Regionally-produced maize grain, dry beans, and rice, and re-exported wheat and wheat flour were the most traded commodities in the region in the fourth quarter of 2018.
According to the latest issue of the East Africa Cross-border Trade Bulletin, staple food commodity prices including maize and sorghum followed seasonal patterns across most markets in Eastern Africa.
The prices remained below last year and five-year average levels in most markets in Kenya, Uganda, Tanzania, and Ethiopia because of average-to-above average harvests and carryover stocks from the previous harvest.
In Rwanda, Burundi and South Sudan the main drivers for the lower prices were availability of other substitutes including grains, roots and tubers, in addition to regional imports.
“The prices were under upward pressure towards the end of the year in Somalia because of expectations of below average January-to-February harvest, and in Ethiopia because of civil unrest related trade disruptions and high inflation. Maize prices remained highest in South Sudan and Burundi because of the lingering effects of domestic conflict and poor economic situation. Livestock prices across most reference markets remained stable at elevated level because of good animal body conditions as a result of prolonged good rangeland conditions.” Reads the bulletin in part.
The estimated volume of maize grain traded in the region in the fourth quarter of 2018 (October-to-December) was 111,000 Metric tons, which was similar to the previous third quarter (July-to-September).
This was however seven and eight percent lower than the respective quarters in 2017 and five-year average level.
The seasonal decrease in maize trade was attributed to high maize availability among most countries in the region following the October-to-December harvest. Uganda, Tanzania and Kenya accounted for 57, 32 and nine percent of the total exports respectively.
The main destinations for the regional exports were Kenya, South Sudan, Rwanda and northwestern Tanzania which accounted for 56, 17, 15 and nine percent of the total respectively.
The study states that the seasonal reverse flow of maize from Kenya to northwestern Tanzania including the major markets of Musoma and Mwanza, attracted a seven percent price premium because the Kenyan maize was well-dried, sorted, and packed in standard 90kg bags, thus reducing costs to Tanzanian millers.
Maize exports from Uganda to South Sudan surged by 167 percent above recent five-year average level, as staple food businesses started expanding in Juba in expectation of implementation of the 2018 Peace Agreement. Still traders were capitalizing on high turnovers with minimum storage due to high risks in the market. Exports to Rwanda from Uganda and Tanzania was also above average because of structural deficit in production amidst growing demand for maize and flour for domestic consumption and re-exports to eastern Democratic Republic of Congo (DRC).
Sorghum prices in the main producing Uganda and Sudan are the lowest in the region. Inflation and unrest-related market disruptions have sustained higher sorghum prices in Ethiopia, another main producing country.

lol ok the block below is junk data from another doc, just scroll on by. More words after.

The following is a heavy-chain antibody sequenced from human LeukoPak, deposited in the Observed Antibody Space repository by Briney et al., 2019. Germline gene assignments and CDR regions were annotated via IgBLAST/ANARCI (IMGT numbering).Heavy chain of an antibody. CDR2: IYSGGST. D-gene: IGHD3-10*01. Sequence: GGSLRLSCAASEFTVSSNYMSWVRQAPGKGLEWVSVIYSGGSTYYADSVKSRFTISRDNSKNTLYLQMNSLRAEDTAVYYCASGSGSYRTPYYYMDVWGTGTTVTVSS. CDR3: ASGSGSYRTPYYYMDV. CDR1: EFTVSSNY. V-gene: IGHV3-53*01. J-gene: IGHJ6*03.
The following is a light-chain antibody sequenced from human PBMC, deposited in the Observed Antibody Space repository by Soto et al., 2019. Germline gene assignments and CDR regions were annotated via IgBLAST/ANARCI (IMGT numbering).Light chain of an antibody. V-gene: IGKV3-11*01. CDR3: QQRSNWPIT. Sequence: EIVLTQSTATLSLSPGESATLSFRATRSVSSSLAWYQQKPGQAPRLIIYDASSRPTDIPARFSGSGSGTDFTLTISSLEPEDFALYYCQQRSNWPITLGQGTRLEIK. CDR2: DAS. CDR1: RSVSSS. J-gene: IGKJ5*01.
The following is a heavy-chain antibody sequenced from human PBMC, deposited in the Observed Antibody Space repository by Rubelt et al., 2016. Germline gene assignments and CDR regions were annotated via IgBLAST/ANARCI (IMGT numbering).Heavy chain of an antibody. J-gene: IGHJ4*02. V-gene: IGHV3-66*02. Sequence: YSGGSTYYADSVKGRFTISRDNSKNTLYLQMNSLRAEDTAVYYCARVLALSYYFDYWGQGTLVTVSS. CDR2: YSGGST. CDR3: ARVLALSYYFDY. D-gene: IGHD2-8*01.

Exports from Ethiopia to other regional markets are expected to be restrained because of lack of competitiveness except for localized cross border trade while exports from Uganda to South Sudan will likely increase as the calm before the implementation of the Peace Agreement in South Sudan pulls more supplies into the country.
However, these Uganda sorghum exports to South Sudan and Kenya will likely be curbed by increasing demand for sorghum in domestic alcohol production.
The study however predicts that Sudan sorghum exports to the regional markets will likely increase because of competitive prices but be dampened by high transport costs.
Locally produced rice prices in Tanzania are expected to remain high because of a premium it attracts on its qualities and high demand in Kenya, Uganda, Rwanda, Burundi, DRC and South Sudan. Rice re-exports from Somalia are expected to remain the lowest in the region.
Exports and re-exports from Uganda to South Sudan will likely increase as continuation of calmness in South Sudan slowly improves economic activities and demand. Re-exports of overseas rice from Somalia to eastern Ethiopia is anticipated to increase towards the May-to-June Ramadhan period supported by liberation of both domestic and regional trade in eastern Ethiopia by the government.
Prices of dry beans in Uganda and Burundi are expected to remain among the lowest in the region because of consecutive seasons of above average harvest amidst high carryover stocks. Exports from Burundi to Rwanda are still banned.
Meanwhile, exports from Uganda to Kenya, Rwanda, and South Sudan, in the first half of 2019 are expected to remain exceptional because of abundant availability and lower prices.
Exports of the small bean variety from Rwanda to Uganda are expected to increase seasonally in the second quarter of 2019 following the January 2019 harvest while exports from Ethiopia to Kenya and Sudan are expected to increase from October 2018 through.